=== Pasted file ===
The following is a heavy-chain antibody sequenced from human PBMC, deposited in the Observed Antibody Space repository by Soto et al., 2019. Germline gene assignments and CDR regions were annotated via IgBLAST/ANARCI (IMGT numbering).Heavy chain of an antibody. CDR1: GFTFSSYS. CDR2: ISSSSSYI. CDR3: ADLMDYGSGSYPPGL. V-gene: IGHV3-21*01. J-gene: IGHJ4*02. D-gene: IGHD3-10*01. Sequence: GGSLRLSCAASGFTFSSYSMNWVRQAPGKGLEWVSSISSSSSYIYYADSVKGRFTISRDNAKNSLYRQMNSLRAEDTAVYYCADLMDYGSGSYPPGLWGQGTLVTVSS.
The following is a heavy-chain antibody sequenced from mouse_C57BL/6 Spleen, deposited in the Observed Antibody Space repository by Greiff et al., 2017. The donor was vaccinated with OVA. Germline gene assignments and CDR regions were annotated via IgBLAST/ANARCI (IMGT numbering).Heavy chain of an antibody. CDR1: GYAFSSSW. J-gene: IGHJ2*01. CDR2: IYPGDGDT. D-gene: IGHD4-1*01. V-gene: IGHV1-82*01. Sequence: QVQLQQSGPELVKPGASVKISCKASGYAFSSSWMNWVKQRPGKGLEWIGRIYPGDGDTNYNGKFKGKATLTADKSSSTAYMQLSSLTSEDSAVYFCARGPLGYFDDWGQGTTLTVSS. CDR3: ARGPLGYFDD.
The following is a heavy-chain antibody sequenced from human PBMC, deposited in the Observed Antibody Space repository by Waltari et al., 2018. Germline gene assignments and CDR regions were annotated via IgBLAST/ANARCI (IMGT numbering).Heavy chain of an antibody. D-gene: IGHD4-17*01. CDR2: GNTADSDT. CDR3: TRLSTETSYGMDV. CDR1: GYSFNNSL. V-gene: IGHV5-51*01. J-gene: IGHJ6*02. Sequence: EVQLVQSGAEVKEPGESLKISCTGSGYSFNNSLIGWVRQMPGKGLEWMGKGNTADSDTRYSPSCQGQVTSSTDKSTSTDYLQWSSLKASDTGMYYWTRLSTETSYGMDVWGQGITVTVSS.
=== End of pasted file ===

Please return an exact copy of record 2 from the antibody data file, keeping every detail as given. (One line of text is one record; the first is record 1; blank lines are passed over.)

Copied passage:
The following is a heavy-chain antibody sequenced from mouse_C57BL/6 Spleen, deposited in the Observed Antibody Space repository by Greiff et al., 2017. The donor was vaccinated with OVA. Germline gene assignments and CDR regions were annotated via IgBLAST/ANARCI (IMGT numbering).Heavy chain of an antibody. CDR1: GYAFSSSW. J-gene: IGHJ2*01. CDR2: IYPGDGDT. D-gene: IGHD4-1*01. V-gene: IGHV1-82*01. Sequence: QVQLQQSGPELVKPGASVKISCKASGYAFSSSWMNWVKQRPGKGLEWIGRIYPGDGDTNYNGKFKGKATLTADKSSSTAYMQLSSLTSEDSAVYFCARGPLGYFDDWGQGTTLTVSS. CDR3: ARGPLGYFDD.